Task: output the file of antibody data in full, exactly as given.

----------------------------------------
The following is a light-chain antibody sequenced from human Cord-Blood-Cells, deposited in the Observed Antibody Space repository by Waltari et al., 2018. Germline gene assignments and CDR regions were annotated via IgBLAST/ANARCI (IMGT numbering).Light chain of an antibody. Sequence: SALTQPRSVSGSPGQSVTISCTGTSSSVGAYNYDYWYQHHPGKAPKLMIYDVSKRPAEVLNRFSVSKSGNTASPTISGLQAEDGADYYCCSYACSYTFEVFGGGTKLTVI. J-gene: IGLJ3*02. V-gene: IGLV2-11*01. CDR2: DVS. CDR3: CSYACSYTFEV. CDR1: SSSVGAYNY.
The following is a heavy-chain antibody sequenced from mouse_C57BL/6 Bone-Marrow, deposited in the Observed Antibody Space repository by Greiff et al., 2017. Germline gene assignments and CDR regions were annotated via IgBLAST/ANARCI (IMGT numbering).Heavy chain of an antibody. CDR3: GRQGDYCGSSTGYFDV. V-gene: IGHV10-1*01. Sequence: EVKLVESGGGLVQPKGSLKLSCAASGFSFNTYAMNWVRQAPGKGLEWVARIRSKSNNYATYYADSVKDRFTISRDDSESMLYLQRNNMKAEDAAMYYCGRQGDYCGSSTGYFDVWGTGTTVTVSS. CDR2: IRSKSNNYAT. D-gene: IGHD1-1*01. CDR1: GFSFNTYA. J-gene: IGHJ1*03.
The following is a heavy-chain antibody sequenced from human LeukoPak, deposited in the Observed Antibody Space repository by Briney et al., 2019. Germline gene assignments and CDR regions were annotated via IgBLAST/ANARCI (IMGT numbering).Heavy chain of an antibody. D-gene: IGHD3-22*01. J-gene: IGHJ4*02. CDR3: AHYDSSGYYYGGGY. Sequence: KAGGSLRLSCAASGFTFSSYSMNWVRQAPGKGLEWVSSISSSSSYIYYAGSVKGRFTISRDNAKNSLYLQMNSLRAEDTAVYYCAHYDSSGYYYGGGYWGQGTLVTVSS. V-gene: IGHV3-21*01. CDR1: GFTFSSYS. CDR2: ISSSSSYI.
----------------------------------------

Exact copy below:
The following is a light-chain antibody sequenced from human Cord-Blood-Cells, deposited in the Observed Antibody Space repository by Waltari et al., 2018. Germline gene assignments and CDR regions were annotated via IgBLAST/ANARCI (IMGT numbering).Light chain of an antibody. Sequence: SALTQPRSVSGSPGQSVTISCTGTSSSVGAYNYDYWYQHHPGKAPKLMIYDVSKRPAEVLNRFSVSKSGNTASPTISGLQAEDGADYYCCSYACSYTFEVFGGGTKLTVI. J-gene: IGLJ3*02. V-gene: IGLV2-11*01. CDR2: DVS. CDR3: CSYACSYTFEV. CDR1: SSSVGAYNY.
The following is a heavy-chain antibody sequenced from mouse_C57BL/6 Bone-Marrow, deposited in the Observed Antibody Space repository by Greiff et al., 2017. Germline gene assignments and CDR regions were annotated via IgBLAST/ANARCI (IMGT numbering).Heavy chain of an antibody. CDR3: GRQGDYCGSSTGYFDV. V-gene: IGHV10-1*01. Sequence: EVKLVESGGGLVQPKGSLKLSCAASGFSFNTYAMNWVRQAPGKGLEWVARIRSKSNNYATYYADSVKDRFTISRDDSESMLYLQRNNMKAEDAAMYYCGRQGDYCGSSTGYFDVWGTGTTVTVSS. CDR2: IRSKSNNYAT. D-gene: IGHD1-1*01. CDR1: GFSFNTYA. J-gene: IGHJ1*03.
The following is a heavy-chain antibody sequenced from human LeukoPak, deposited in the Observed Antibody Space repository by Briney et al., 2019. Germline gene assignments and CDR regions were annotated via IgBLAST/ANARCI (IMGT numbering).Heavy chain of an antibody. D-gene: IGHD3-22*01. J-gene: IGHJ4*02. CDR3: AHYDSSGYYYGGGY. Sequence: KAGGSLRLSCAASGFTFSSYSMNWVRQAPGKGLEWVSSISSSSSYIYYAGSVKGRFTISRDNAKNSLYLQMNSLRAEDTAVYYCAHYDSSGYYYGGGYWGQGTLVTVSS. V-gene: IGHV3-21*01. CDR1: GFTFSSYS. CDR2: ISSSSSYI.